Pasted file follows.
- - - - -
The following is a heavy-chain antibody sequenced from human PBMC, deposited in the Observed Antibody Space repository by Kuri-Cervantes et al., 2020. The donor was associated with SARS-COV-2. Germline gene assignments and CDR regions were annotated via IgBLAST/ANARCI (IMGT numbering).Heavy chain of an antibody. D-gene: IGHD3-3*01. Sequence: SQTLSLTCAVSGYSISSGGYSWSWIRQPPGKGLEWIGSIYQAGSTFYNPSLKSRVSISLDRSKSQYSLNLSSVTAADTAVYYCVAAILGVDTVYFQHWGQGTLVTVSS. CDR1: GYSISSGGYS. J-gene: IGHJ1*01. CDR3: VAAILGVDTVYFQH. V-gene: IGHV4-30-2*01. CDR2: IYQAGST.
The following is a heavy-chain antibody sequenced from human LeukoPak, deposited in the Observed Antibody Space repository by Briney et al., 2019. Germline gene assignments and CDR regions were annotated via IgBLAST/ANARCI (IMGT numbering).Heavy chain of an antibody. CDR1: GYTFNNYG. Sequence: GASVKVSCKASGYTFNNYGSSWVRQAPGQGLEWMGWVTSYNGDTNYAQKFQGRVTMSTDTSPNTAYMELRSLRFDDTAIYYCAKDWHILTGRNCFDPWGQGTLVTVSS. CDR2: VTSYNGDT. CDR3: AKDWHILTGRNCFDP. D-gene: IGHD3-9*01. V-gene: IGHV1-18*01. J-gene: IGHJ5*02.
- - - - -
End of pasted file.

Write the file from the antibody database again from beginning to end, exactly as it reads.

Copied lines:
The following is a heavy-chain antibody sequenced from human PBMC, deposited in the Observed Antibody Space repository by Kuri-Cervantes et al., 2020. The donor was associated with SARS-COV-2. Germline gene assignments and CDR regions were annotated via IgBLAST/ANARCI (IMGT numbering).Heavy chain of an antibody. D-gene: IGHD3-3*01. Sequence: SQTLSLTCAVSGYSISSGGYSWSWIRQPPGKGLEWIGSIYQAGSTFYNPSLKSRVSISLDRSKSQYSLNLSSVTAADTAVYYCVAAILGVDTVYFQHWGQGTLVTVSS. CDR1: GYSISSGGYS. J-gene: IGHJ1*01. CDR3: VAAILGVDTVYFQH. V-gene: IGHV4-30-2*01. CDR2: IYQAGST.
The following is a heavy-chain antibody sequenced from human LeukoPak, deposited in the Observed Antibody Space repository by Briney et al., 2019. Germline gene assignments and CDR regions were annotated via IgBLAST/ANARCI (IMGT numbering).Heavy chain of an antibody. CDR1: GYTFNNYG. Sequence: GASVKVSCKASGYTFNNYGSSWVRQAPGQGLEWMGWVTSYNGDTNYAQKFQGRVTMSTDTSPNTAYMELRSLRFDDTAIYYCAKDWHILTGRNCFDPWGQGTLVTVSS. CDR2: VTSYNGDT. CDR3: AKDWHILTGRNCFDP. D-gene: IGHD3-9*01. V-gene: IGHV1-18*01. J-gene: IGHJ5*02.